Earning credibility was the biggest hardship for me. I was new to the industry. And while I understood things conceptually, I didn't speak the language or know the culture. I am sure industry insiders thought I was both an outsider and a fool--true or not--it was not a good look and was certainly hard to overcome. I started to solve that problem by reading industry blogs, spending some time reading industry reports, visiting FDA web sites and being at as many industry events as possible, giving presentations when I could.

At Continental, my first big mistake was hiring someone to do non-technical data tasks on proprietary software suites I had neither mastered nor fully understood. It was the blind leading the blind, compounded by our both being on the payroll. Moral of that story is you can't do everything, insert parenthetical reference, forever. But, you should do everything for a little while. For a while I was every given title on the org chart- copy boy to temperature logger. Digging into each role really helped me understand the nuances of what all of the needs and responsibilities were throughout the company.

The motivation piece is very cliché. Every day I learn something, teach someone, and help someone contribute to their own health or the health of their community. That hits the main food groups for motivation in my book. I learn about new medications, treatments and get an understanding of diseases I only really knew by name. Similarly, I get to reach out to people about their illnesses and offer treatments that they would otherwise not have know about. And let's be real, each trial in which we participate has an impact on clinical medicine for years to come. Outside of time with friends and family, Continental's forward contributions get me out of bed everyday.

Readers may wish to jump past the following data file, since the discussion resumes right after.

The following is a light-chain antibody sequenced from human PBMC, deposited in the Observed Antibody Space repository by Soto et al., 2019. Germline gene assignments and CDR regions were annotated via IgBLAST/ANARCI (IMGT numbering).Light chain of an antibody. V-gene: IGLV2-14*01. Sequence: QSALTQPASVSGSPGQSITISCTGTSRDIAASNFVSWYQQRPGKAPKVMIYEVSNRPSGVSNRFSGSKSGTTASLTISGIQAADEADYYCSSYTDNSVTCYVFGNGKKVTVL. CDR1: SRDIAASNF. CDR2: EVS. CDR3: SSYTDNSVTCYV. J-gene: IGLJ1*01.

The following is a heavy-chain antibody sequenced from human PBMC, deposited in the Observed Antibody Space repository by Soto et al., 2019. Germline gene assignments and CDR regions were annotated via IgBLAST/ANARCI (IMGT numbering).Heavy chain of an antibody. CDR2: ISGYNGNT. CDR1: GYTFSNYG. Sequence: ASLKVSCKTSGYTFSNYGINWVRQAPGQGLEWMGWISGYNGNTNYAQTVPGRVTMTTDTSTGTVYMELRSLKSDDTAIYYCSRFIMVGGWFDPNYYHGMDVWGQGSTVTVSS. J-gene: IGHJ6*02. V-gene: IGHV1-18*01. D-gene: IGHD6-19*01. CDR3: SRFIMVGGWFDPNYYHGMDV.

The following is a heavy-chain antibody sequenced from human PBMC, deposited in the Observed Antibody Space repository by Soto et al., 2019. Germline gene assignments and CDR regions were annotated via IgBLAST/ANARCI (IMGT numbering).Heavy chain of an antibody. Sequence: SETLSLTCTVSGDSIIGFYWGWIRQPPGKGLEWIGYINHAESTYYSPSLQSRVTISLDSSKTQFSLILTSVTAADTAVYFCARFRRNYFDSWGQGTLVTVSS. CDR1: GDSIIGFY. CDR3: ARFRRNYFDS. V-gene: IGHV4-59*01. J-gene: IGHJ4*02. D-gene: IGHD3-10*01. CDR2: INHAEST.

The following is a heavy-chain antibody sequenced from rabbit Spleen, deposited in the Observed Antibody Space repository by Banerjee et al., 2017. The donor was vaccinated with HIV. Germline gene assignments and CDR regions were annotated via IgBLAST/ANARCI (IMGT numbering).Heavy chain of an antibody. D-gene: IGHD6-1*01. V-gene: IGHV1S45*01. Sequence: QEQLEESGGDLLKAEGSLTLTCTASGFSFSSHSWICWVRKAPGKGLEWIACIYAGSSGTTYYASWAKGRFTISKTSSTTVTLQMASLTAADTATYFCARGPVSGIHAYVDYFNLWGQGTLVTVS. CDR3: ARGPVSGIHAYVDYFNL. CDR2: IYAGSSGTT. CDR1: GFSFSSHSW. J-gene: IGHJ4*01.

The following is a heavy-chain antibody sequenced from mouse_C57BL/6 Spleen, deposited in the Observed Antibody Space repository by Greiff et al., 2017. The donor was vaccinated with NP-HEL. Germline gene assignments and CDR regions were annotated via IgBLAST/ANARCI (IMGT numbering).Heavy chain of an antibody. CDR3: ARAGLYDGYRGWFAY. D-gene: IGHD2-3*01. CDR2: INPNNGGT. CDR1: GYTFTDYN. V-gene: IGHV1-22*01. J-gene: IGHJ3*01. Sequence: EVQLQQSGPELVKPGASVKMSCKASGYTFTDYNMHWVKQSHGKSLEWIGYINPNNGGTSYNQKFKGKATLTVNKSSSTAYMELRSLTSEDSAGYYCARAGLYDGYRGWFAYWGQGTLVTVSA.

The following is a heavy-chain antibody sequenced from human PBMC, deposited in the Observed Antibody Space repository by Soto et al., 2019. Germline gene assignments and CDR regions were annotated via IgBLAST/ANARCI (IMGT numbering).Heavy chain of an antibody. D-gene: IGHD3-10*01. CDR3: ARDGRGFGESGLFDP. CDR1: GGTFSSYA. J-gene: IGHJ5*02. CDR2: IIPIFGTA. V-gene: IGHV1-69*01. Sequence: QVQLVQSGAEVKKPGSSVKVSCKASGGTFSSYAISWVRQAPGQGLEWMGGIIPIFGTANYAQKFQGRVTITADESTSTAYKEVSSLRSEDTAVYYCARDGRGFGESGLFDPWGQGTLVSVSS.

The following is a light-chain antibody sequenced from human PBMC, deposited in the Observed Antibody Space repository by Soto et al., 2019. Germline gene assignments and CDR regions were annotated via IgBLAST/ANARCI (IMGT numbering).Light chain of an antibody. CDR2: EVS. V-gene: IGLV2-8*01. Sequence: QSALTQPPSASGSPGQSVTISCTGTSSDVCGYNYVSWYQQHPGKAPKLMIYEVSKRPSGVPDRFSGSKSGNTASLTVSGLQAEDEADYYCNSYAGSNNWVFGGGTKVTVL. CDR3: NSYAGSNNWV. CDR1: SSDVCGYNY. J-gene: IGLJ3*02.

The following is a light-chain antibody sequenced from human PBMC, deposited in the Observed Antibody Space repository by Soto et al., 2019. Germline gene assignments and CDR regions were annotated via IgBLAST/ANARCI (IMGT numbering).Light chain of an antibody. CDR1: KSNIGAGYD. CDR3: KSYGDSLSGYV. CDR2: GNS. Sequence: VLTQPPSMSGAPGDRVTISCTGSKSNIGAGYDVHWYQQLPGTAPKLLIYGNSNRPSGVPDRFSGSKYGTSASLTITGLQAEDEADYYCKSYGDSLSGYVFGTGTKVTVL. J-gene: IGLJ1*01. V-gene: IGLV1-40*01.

I funded the business with my efforts and partnerships. I partnered with an organization that had preexisting infrastructure and know-how, but was not operating in the clinical research space. Initially, everything we did solely required human capital without hard cash outlay. Later, we partnered with a more established Site Management Organization to further our growth potential. It is so in vogue to think entrepreneurs need a large series of funding to get started. In many cases, that simply is not true.

I developed a great relationship with a company with whom I partnered. We developed a large amount of trust in each other. As a result, they referred a study to Continental within the first 6 months of business. The referral was a gift and a curse. The gift was having revenue and a first customer. The curse was that I did not initially learn the nuances of getting customers. Also, it took another couple of months to get the customer fully signed up; trials are highly regulated and document intense.

My all-time favorite book is Great Expectations, by Dickens. I read it every year or two. Otherwise, I read about history and healthcare reform. Reinventing American Healthcare by Ezekiel J. Emanuel is my most recent read. Good book. As far as blogs go, I follow Dan Sfera because he is so down to earth with his everyman's insider view on issues in research. My other favorite blogs are from Eli Lilly, Judy Stone and the FiercePharma aggregator.

My sage piece of advice to entrepreneurs is to know when to quit, but don't be a quitter. Perseverance and determination are necessary traits in entrepreneurship; however, people often make the incorrect inference that having those traits means to never quit on an idea. Wrong. Some ideas are just plain bad, won't work or are impossible to bring to fruition. That's life. Run an idea to its logical conclusion and if it is not meant to be, move on--you're an entrepreneur, not a robot with an unchangeable mission.

Good interview. Thank you for that.